1

Like most modern languages Swift has sets and set operations. Here is a quick look.

Coming in the fall of 2015 ...
Swift2 replaces println() with just print() that has a newline default. The sort of thing that Python3 did to print(). There are some other syntax changes.
Good news, there will be a Swift 1-to-2 migrator utility to change Swift1 syntax to Swift2 syntax.

Edited by vegaseat

//
//  main.swift
//  Swift_sets101
//
// exploring Apple's Swift language
// using Swift version 1.2   vegaseat   21jul2015
//

import Foundation


// sets ...

// a type must be hashable in order to be stored in a set
// immutable types like String, Int, Double, and Bool are hashable
// sets have unique elements in "hash" order
var emptySet = Set<Int>()

// convert an array to a set
// removes all duplicates, does not keep same order
var arr = [1, 2, 3, 4, 5, 3, 2]
var set = Set(arr)
println(set)  // [5, 2, 3, 1, 4]

// insert another unique element
set.insert(22)
println(set)  // [5, 22, 2, 3, 1, 4]

// remove an element
set.remove(3)  // 3, returns nil if element not found
println(set)   // [5, 22, 2, 4, 1]

for element in sorted(set) {
    println(element)
}
/*
1
2
4
5
22
*/


var colorSet1 = Set(["red", "orange", "silver", "blue"])
var colorSet2 = Set(["gold", "blue", "green", "magenta"])

// these ops create new sets
// combine the 2 sets
println(colorSet1.union(colorSet2))
/*
["red", "green", "silver", "magenta", "orange", "gold", "blue"]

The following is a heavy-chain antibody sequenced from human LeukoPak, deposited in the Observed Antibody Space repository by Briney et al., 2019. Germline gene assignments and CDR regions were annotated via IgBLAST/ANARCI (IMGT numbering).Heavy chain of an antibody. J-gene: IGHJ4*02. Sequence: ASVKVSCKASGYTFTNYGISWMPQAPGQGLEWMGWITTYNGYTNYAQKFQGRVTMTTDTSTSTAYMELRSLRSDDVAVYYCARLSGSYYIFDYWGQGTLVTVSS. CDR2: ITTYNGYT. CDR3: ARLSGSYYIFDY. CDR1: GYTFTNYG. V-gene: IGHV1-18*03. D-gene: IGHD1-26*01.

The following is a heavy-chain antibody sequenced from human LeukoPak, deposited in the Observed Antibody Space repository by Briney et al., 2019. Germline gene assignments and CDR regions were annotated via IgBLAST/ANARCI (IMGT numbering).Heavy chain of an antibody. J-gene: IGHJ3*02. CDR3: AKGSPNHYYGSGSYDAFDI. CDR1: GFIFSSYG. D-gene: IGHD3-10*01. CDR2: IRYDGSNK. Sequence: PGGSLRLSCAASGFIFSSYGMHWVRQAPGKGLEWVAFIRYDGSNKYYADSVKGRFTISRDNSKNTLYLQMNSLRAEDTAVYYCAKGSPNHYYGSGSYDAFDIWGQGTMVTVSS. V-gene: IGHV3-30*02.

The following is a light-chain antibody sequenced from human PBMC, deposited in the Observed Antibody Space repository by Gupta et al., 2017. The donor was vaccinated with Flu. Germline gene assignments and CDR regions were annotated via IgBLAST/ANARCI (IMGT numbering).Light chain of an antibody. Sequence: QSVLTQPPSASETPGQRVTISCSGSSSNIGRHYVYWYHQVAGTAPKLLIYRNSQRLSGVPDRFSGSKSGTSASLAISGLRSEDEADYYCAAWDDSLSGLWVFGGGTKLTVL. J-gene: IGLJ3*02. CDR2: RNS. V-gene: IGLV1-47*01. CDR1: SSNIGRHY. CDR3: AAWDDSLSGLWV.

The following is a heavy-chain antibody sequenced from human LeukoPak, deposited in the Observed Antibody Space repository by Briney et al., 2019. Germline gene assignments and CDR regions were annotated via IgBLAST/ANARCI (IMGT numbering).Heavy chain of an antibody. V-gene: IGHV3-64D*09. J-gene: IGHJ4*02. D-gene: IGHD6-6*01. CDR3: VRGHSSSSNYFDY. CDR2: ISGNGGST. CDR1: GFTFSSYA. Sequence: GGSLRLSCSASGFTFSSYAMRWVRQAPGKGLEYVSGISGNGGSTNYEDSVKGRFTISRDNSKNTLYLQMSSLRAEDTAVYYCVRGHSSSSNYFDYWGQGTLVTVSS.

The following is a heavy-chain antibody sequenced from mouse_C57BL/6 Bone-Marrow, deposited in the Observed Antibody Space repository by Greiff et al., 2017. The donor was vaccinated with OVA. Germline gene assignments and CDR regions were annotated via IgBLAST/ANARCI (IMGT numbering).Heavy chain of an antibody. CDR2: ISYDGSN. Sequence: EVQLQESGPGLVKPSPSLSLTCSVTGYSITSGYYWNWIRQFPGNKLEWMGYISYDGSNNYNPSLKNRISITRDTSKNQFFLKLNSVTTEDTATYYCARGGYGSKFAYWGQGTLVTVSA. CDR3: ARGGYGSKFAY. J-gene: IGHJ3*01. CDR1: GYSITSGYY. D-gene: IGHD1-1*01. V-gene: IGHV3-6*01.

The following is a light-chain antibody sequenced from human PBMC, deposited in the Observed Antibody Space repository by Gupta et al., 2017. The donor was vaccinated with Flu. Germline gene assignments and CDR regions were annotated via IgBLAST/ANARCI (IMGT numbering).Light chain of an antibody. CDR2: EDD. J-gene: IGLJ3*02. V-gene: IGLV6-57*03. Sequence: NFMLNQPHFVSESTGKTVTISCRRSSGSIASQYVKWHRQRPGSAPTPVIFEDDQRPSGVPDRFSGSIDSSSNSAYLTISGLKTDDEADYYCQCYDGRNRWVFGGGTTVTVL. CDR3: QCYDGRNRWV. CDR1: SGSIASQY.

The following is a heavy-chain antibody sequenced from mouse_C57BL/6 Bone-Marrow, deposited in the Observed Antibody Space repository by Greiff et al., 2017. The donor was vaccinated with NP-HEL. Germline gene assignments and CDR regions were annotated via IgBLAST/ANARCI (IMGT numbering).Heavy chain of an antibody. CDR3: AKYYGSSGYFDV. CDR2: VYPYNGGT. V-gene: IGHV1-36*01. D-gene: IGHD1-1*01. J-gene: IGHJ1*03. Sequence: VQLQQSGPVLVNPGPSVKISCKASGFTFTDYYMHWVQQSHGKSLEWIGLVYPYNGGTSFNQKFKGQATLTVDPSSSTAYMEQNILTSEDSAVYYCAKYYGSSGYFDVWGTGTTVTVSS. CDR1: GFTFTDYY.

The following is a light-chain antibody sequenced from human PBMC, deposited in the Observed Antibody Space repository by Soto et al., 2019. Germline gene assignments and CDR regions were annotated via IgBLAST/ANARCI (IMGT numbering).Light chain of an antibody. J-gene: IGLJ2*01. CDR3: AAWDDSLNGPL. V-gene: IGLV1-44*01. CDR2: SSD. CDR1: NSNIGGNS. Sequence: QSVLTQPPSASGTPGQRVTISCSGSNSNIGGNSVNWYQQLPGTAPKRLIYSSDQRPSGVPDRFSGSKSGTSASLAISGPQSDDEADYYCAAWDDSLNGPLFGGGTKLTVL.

*/

// this will give an error
// use union() instead
//println(colorSet1 + colorSet2)

// colors that the 2 sets have in common
println(colorSet1.intersect(colorSet2))  // ["blue"]

// colors that are in set1 and not in set2
println(colorSet1.subtract(colorSet2))  // ["silver", "red", "orange"]

// colors that are in either set but not both sets
println(colorSet1.exclusiveOr(colorSet2))
/*
["silver", "magenta", "gold", "red", "green", "orange"]
*/


// a practical problem that can be solved with sets
// a cook has a list of ingredients from a recipe
var ingredients = ["flour", "butter", "almonds", "sugar", "cinnamon"]

// items in the kitchen's pantry. spice drawer and cooler
var pantry = ["flour", "sugar", "pecans", "beans", "olive oil"]
var drawer = ["sage", "cinnamon", "salt", "pepper", "garlic"]
var cooler = ["milk", "butter", "beef", "chicken", "fish", "liver"]
var kitchen = pantry + drawer + cooler

// check if all ingredients are in the kitchen
// show any ingredients if they are missing
var ingredientSet = Set(ingredients)
var kitchenSet = Set(kitchen)
// new set has items in ingredientSet that are not in the kitchenSet
var missingSet = ingredientSet.subtract(kitchenSet)

if missingSet.count == 0 {
    println("All ingredients are in the kitchen!")
} else {
    println("Missing ingredients are \(missingSet)")
}
/*
Missing ingredients are ["almonds"]
*/
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Last Post by vegaseat
0

Another code example for the use of sets ...

// get the unique words in the following sentences
var str1 = "man who run in front of car get tired "
var str2 = "man who run behind car get exhausted "
var str3 = str1 + str2

// split string at spaces
var strArray = str3.componentsSeparatedByString(" ")
// set of unique words
var strSet = Set(strArray)

for word in sorted(strSet) {
    println(word)
}

/*
behind
car
exhausted
front
get
in
man
of
run
tired
who
*/
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